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Weighted blankets help children and adults with health problems

БНР Новини

In recent years a rise in the number of children with autism spectrum disorders has been observed, while stress lowers the quality of life of many people. We are not going to focus on statistics but on one of the means that could be helpful in controlling these conditions. And this is not a drug therapy, but an invention that has been gaining popularity - the weighted blanket. It is recommended by various specialists and is successfully applied in the therapy of over 35 diseases. Many use it simply as an effective remedy against insomnia and sleep disorders. But how exactly does it work?


“The weight or pressure, evenly distributed throughout the body, increases the level of serotonin - a hormone that soothes the mind and body and it is in turn linked to sleep-regulating melatonin,” says the only producer of "weighted" blankets in Bulgaria, Borislava Kostova. “This has effects on a number of disorders that otherwise require treatment with antidepressants or other medications. Of course, the blanket cannot be a substitute for therapy for a child or an elderly person with a serious problem but it is rather an aid with absolutely no side effects.”


The weighted blanket reduces anxiety and provides emotional stability when it comes to children with autism. Pressure helps the child feel their body, increases spatial awareness. In cerebral palsy (CP), necessary relaxation and stretching of affected groups of muscles is achieved. When it comes to children suffering from Attention Deficit Hyperactivity Disorder, the weighted blanket has a relaxing and soothing effect and improves attention. Adults feel improvement of the quality of sleep, having a positive effect on variety of diseases. Unlike Western countries, information on weighted blankets in Bulgaria is sparse. The good news is that many of the specialists who work with children with such problems receive training abroad and transfer the knowledge back to this country.”


The weighted blankets that Borislava makes look just like a usual blanket, consisting of squares 10x10 cm each. The shape and dimensions are not chosen by chance: they allow weight to be distributed as accurately and evenly as possible. In her work Borislava uses only high quality cotton fabrics and two types of wadding. Weight is added to the blankets thanks to lentil-shaped polypropylene pieces. They have this shape so if the blanket was under the body one won’t feel bumps. Blankets are tailored according to the weight of the particular child, and complex mathematical calculations are required, as weight should be the same across sectors.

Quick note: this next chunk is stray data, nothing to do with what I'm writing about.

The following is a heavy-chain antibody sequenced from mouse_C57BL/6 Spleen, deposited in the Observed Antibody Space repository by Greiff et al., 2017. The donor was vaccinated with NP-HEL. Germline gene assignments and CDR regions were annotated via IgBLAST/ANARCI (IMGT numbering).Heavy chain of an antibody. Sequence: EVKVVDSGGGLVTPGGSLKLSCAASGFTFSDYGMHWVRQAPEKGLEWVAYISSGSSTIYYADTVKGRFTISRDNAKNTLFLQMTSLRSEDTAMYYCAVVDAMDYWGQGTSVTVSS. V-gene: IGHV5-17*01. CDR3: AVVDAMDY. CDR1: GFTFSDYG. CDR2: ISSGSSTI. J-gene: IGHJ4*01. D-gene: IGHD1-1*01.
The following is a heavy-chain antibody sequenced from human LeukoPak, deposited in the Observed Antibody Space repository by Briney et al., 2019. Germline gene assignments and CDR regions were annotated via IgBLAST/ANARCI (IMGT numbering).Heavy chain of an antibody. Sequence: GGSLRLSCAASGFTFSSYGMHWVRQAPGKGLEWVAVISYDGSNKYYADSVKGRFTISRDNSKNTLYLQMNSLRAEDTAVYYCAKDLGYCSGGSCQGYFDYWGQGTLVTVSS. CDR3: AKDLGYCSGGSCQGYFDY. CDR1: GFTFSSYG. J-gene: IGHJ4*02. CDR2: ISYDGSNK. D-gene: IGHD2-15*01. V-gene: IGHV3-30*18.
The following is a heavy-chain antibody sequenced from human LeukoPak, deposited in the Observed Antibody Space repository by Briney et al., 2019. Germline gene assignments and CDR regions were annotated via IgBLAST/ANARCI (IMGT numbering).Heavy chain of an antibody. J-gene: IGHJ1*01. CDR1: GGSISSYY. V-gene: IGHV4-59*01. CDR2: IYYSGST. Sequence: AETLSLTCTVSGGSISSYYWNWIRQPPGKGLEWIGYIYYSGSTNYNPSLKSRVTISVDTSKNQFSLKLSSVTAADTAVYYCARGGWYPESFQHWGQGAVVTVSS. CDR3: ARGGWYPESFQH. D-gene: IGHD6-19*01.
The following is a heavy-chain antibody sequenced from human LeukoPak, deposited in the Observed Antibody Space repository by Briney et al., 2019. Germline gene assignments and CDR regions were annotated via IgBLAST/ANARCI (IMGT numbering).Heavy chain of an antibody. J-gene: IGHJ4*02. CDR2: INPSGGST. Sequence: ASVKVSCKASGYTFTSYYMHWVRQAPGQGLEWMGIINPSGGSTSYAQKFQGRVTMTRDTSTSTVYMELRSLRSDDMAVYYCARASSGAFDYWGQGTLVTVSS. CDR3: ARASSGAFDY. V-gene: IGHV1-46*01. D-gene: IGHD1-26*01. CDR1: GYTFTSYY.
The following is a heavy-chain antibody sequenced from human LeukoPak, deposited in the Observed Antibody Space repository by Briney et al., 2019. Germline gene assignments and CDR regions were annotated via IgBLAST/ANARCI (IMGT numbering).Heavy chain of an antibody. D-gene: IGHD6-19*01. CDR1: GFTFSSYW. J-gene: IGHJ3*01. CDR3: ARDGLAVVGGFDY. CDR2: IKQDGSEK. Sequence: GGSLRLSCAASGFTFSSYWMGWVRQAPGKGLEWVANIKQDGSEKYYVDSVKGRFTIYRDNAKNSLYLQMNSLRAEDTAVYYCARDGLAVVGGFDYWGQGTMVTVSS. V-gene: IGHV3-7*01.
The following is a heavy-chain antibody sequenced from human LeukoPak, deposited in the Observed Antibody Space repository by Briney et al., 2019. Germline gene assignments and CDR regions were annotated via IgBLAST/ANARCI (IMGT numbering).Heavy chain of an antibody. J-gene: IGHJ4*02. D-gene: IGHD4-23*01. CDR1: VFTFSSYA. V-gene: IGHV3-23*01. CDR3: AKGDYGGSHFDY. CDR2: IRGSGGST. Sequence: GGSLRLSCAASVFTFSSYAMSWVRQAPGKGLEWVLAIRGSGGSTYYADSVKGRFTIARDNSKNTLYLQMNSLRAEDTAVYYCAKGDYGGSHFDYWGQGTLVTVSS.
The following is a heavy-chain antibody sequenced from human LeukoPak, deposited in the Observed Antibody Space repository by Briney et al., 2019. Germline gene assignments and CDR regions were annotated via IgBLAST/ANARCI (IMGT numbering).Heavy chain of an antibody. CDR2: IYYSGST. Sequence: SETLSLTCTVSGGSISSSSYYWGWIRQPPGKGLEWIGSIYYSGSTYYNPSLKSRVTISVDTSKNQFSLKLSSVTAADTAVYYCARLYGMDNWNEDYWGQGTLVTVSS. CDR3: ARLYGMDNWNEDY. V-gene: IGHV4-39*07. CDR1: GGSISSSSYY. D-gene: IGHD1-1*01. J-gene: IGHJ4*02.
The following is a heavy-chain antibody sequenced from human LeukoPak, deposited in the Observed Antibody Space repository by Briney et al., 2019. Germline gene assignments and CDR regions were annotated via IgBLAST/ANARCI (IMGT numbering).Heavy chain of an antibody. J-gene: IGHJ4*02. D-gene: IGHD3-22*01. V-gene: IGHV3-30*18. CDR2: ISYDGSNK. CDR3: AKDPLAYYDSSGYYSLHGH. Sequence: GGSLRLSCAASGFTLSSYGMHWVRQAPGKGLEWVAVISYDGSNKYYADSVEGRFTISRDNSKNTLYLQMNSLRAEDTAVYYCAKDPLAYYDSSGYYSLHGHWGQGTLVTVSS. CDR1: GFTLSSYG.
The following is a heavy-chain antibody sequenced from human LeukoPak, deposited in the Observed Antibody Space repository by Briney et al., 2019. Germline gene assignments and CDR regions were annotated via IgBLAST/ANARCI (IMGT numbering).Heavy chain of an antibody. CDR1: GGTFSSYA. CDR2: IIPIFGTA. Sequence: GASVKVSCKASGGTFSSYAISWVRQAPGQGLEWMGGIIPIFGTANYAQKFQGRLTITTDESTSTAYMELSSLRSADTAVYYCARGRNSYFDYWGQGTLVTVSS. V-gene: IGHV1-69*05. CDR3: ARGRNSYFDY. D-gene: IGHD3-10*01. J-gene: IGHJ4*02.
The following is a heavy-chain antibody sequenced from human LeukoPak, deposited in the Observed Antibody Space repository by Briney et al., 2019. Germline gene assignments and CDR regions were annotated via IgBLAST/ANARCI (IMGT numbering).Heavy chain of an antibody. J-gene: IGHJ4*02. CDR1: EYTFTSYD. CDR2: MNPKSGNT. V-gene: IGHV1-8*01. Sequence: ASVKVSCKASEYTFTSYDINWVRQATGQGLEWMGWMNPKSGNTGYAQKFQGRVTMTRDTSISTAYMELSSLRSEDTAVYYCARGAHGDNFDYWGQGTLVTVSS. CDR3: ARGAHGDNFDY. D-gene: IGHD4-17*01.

“This weight is one tenth of the weight of the body. If a person weighs 50 kg, the weight that needs to be distributed from the chin to the heels is 5 kg. I make the blankets in a way that one does not have to change the whole blanket as the child grows - the parts of the blanket that do not fall on the body at the beginning are used as the child gets taller and heavier,” Borislava Kostova says.

Weighted blankets are easy to maintain. They can be washed in a washing machine at 40 degrees, and polypropylene does not interact with detergents.


Borislava Kostova is a small producer and manufactures all her blankets by hand, which gives her the opportunity to have an individual approach to each client. Her next idea is to create a more compact version of the blanket that is placed on the lap. Studies have shown that this increases the ability to concentrate, especially when it comes to first graders and children, who have a problem concentrating on a task. Borislava has been looking for ways to find additional funding or opportunities for people in need to hire such blankets for a certain period of time and experience the beneficial influence of the weighted blanket.

Foundations have already been laid - the first blanket made especially for a speech center is ready. And all over it there are glossy, soft, or rustling surprises for the children to explore.


English: Alexander Markov

Photos: Courtesy of Borislava Kostova

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